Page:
Anuradhapura: Among The Giant Stupas

36 comments
Asia, Sri Lanka

Jetavana Stupa

In the scorching heat of early June – one of the hottest months in a year, my driver, Suresh, skillfully drives the old non-airconditioned minivan through every turn and crossroads of Sri Lanka’s intercity highway. He has been doing his job for more than ten years now, hence the unrivaled knowledge of Sri Lanka’s interesting places. This time he is taking me to Anuradhapura, the country’s oldest continuously inhabited city – since 10th century BC – and the most prominent site for Sri Lankan Buddhist pilgrimage. We are just two days away from an important national holiday celebrating the arrival of Buddhism to the country. Signs of preparations for the special day are evident. Countless flags of Theravada Buddhism – stripes of red, yellow, blue and white – are hoisted everywhere. Upon approaching Anuradhapura the smooth asphalt road turns into dirt and gravel, under renovation and scheduled to be completed before the holiday.

Arriving at Anuradhapura, a gargantuan bell-shaped red-brick dagoba (Buddhist stupa) welcomes me. It is Jetavana Stupa, a part of Jetavanarama monastery which was built in the 3rd century AD. Purportedly the tallest brick structure in the world during its heyday, Jetavana stupa still retains its grandeur despite the crumbling exterior, revealing thousands of weathered bricks prone to further erosion by the elements. It is in utter silence where I am one of the only few visitors. Respecting the tradition, I take off my shoes upon entering the stupa’s mid-level where pilgrims circle the perimeter of the giant structure. Rather plain in decoration, Jetavana stupa only contains a few carvings depicting Boddhisatvas and elephants.

Carvings at Jetavana Stupa

Anuradhapura was once the capital of Sri Lanka from the 4th century BC to the 11th century AD. Among other ancient cities in the Cultural Triangle, it is arguably the most important one – hosting some of the country’s most venerated Buddhist sites.

With some photographs in hand, I walk back to the car where Suresh waits for me patiently under a shady tree. “How many places are we going to visit?” I ask. He takes a moment before answering, “Eight places,” he replies. “Now we go to The Twin Ponds.”

Kuttam Pokuna or The Twin Ponds is one of the most visited ancient sites in Anuradhapura. Lacking the sheer splendor of other nearby sites, Kuttam Pokuna is in fact considered a significant technological achievement in ancient Sinhalese community. Slabs of cut granite and carvings of naga and other decorative elements on the steps are some architectural features of the ponds.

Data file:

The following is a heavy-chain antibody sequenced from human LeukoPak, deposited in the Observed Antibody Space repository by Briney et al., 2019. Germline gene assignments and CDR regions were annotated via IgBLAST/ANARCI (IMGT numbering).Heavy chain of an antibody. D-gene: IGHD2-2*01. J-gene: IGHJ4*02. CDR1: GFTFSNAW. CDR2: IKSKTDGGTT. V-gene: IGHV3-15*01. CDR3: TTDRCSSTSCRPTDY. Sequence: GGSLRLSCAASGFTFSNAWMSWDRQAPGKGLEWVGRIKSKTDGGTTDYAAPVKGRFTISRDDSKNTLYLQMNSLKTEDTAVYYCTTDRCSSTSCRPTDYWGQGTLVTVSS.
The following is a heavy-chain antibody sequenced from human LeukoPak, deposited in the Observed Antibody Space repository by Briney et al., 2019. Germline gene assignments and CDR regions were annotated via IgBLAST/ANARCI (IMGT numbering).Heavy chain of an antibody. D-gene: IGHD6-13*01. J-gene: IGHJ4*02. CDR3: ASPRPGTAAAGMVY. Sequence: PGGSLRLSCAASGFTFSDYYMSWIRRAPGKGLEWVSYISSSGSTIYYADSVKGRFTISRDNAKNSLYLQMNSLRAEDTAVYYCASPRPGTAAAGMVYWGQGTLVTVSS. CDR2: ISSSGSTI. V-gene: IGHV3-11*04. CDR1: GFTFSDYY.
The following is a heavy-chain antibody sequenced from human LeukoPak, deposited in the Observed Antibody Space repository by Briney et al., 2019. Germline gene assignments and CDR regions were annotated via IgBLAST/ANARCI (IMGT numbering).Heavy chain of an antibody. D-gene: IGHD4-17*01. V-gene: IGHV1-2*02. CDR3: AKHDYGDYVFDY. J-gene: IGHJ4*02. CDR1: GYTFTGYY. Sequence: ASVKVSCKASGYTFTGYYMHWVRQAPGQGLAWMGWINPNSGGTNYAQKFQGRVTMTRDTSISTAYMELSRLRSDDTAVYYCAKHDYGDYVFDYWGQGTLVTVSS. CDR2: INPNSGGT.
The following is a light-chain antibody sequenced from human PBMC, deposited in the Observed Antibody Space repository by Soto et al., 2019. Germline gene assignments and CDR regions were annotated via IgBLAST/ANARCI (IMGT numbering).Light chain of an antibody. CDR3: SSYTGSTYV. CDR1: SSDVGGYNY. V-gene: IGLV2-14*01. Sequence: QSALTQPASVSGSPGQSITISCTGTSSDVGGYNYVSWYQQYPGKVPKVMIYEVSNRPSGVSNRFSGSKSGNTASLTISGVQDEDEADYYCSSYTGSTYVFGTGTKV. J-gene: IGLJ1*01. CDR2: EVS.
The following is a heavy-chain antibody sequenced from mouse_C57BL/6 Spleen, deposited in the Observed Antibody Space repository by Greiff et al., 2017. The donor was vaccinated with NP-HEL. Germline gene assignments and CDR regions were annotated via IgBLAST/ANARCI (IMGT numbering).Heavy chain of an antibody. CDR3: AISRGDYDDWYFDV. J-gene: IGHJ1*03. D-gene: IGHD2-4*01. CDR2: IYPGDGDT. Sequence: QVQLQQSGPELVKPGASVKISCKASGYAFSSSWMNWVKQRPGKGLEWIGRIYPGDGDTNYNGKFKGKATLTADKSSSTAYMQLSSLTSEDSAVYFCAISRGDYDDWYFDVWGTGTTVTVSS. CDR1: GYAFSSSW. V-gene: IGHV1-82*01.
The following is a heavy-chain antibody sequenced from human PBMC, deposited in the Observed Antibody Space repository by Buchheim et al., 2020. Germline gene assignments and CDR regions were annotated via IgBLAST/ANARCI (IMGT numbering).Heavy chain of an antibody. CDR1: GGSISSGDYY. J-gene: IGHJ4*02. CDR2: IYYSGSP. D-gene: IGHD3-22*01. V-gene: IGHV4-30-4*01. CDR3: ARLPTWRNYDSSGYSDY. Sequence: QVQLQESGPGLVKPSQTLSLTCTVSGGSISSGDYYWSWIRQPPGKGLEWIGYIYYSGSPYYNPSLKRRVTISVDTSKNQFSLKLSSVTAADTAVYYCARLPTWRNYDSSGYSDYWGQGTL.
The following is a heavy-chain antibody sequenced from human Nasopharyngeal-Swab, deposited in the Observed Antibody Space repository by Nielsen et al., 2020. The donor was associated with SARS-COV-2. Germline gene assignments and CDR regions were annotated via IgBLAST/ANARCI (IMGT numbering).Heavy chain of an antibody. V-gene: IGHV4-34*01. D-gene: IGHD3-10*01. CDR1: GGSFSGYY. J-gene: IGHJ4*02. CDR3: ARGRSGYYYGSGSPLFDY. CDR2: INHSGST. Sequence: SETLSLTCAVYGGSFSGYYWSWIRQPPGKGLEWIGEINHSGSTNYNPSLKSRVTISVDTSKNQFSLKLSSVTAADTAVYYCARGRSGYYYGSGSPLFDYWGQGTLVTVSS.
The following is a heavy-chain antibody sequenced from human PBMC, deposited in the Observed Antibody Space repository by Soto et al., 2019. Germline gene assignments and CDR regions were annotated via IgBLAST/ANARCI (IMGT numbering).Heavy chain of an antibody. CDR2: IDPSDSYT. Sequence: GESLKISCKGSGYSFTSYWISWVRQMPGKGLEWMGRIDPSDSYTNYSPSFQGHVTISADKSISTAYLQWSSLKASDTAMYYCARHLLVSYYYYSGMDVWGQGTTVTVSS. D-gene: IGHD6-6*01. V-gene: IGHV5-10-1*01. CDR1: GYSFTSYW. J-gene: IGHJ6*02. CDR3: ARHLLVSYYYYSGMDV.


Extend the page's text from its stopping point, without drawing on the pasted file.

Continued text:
Stairs at Kuttam Pokuna

Five-Headed Naga Carving at Kuttam Pokuna

Not spending too much time at the ponds, we continue the trip to the next site. Suresh navigates his car through dirt roads and bushes, again showing his ample knowledge of this area. After passing through some trees with protruding branches which block my view, we arrive at Abhayagiri Monastery, another gigantic dagoba in Anuradhapura covered in wooden scaffoldings due to a renovation work. Unlike at Jetavana Stupa, I see more people in this place, some are pilgrims, the others are visitors like myself. Because of the apparent religious activity being conducted there, I decide not to wander around the stupa to respect the devotees and let them pray peacefully.

Wooden Scaffolding at Abhayagiri Monastery

Suresh then takes me through winding roads to get to the next site. A few minutes later we stop near a closed road and he sighs. “Oh no, they are also doing renovation work here.”

In his effort to ease my slight disappointment, he takes me to Ruwanwelisaya, another giant dagoba in this arid plain. Different from the previous two dagobas, the flawlessly painted white dagoba of Ruwanwelisaya is filled with hundreds of pilgrims. Under the colorful Theravada Buddhism flags hung above the pathway by thin wires, I walk reluctantly toward the dagoba while always making sure I do not do anything that can disturb the pilgrims. However, it is a gray langur sitting on a pedestal near the entrance to the dagoba that steals my attention. Not long afterward, others come and join him watching passersby while at the same time hoping to get some food. Next to me a small group of Italians are also distracted by the langurs and spontaneously all of us take out our cameras at the same time.

Ruwanwelisaya

Carvings at Ruwanwelisaya

Elephant Carvings at Ruwanwelisaya